A Serial Killer Who Specialized in Western Tourists Traveling the Hippie Trail
Charles Sobhraj (1944 – ) is a Frenchman of Vietnamese and Indian origins, who spent much of his childhood moving back and forth between France and Indochina. He became a delinquent at an early age, engaging in petty crimes, and was sentenced to his first prison sting at age 18, for burglary. A manipulative psychopath, he met and endeared himself to a rich prison volunteer, who introduced him to high society after his release.
Sobhraj used that access to the rich to enrich himself in turn, via scams, and scouting the homes of his new upper-class friends and acquaintances for lucrative burglaries. Legal troubles eventually forced him to flee France with his girlfriend in 1970 to avoid arrest. The couple traveled through Eastern Europe with fake documents, robbing tourists along the way, before ending up in India.
There, Sobhraj ran a car theft and smuggling ring until 1973, when he was arrested for an attempted robbery of a jewelry store. He managed to escape, however and fled to Afghanistan. There, Sobhraj and his girlfriend began praying on tourists along the “Hippie Trail” – an overland route between Europe and South Asia, popular with Hippies and Beatniks between the 1950s and 1970s.
His girlfriend eventually left him and returned to France. Sobhraj then engaged in a variety of criminal schemes, including one with his brother that backfired, and left his sibling serving an 18-year term in a Turkish prison. Thereafter, Sobhraj’s grew steadily darker, and he began piling up the bodies of murder victims all along the Hippie Trail. He is believed to have murdered at least 20 Western tourists, and the true body count is thought by many to be much, much, higher.
Sobhraj was finally undone in 1976, when he attempted to drug a group of French tourists in India. He miscalculated the dosage, however, and his victims became violently ill, but still conscious enough to realize what Sobhraj had tried to do. They managed to overpower and seize him, until police arrived. Thai authorities sought his extradition for a murder committed there – which likely would have resulted in a death sentence. Indian authorities decided to try him for crimes committed on Indian soil first, however. He was convicted of a variety of offenses and imprisoned but escaped in 1986 after drugging his prison guards.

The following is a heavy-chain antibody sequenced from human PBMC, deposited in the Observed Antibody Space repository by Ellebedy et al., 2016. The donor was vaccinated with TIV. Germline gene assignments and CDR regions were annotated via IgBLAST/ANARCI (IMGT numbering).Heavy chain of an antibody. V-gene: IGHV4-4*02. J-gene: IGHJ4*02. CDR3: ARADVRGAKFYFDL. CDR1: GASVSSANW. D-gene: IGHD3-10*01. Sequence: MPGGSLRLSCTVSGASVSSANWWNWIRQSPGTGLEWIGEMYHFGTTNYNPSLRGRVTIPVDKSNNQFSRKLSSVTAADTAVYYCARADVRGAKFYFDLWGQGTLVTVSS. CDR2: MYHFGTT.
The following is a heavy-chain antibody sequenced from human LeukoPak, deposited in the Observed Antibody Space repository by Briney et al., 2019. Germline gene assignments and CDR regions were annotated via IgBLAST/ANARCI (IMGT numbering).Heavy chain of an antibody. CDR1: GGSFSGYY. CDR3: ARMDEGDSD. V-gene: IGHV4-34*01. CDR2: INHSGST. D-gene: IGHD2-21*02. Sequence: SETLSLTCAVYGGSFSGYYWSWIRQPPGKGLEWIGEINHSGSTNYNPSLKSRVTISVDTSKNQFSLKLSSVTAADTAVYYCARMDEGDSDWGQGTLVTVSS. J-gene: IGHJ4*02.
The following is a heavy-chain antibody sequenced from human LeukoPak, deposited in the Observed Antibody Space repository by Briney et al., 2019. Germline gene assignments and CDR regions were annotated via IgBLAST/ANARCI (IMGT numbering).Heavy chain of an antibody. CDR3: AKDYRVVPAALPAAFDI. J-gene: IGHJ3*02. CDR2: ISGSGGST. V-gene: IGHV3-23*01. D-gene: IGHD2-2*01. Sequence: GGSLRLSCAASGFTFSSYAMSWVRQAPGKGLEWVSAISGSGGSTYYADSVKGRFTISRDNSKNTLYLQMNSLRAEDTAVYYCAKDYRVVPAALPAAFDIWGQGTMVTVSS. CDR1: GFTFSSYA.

He was easily recaptured a month later, leading many to speculate that it was a deliberate attempt to get extra jail time tacked on to his sentence. With the extra jail time, he was not released until 1997, after the 20 years statute of limitations for his crimes in Thailand had passed. Thus, he could no longer be extradited to face a potential death penalty in Thailand.
While behind bars, Sobhraj used his cunning and charisma to keep himself in the public eye and maintain his celebrity status. While imprisoned in India, he charged a pretty penny for interviews with journalists, and an even prettier penny for selling his Indian movie rights. India had no “Son of Sam” laws, preventing criminals from profiting from the celebrity arising from their crimes, so Sobhraj presumably managed to keep those earnings.
After his release from prison in 1997, Sobhraj returned to Paris, where he enjoyed a celebrity lifestyle and reportedly sold his international movie rights for 15 million US dollars. His freedom did not last long, however: he unwisely traveled to Nepal in 2003, and when the authorities were alerted of his presence, he was arrested for a 1975 double murder. He was convicted the following year and handed a life sentence, and as of early 2018, an aging Charles Sobhraj is still locked up in a Nepalese prison.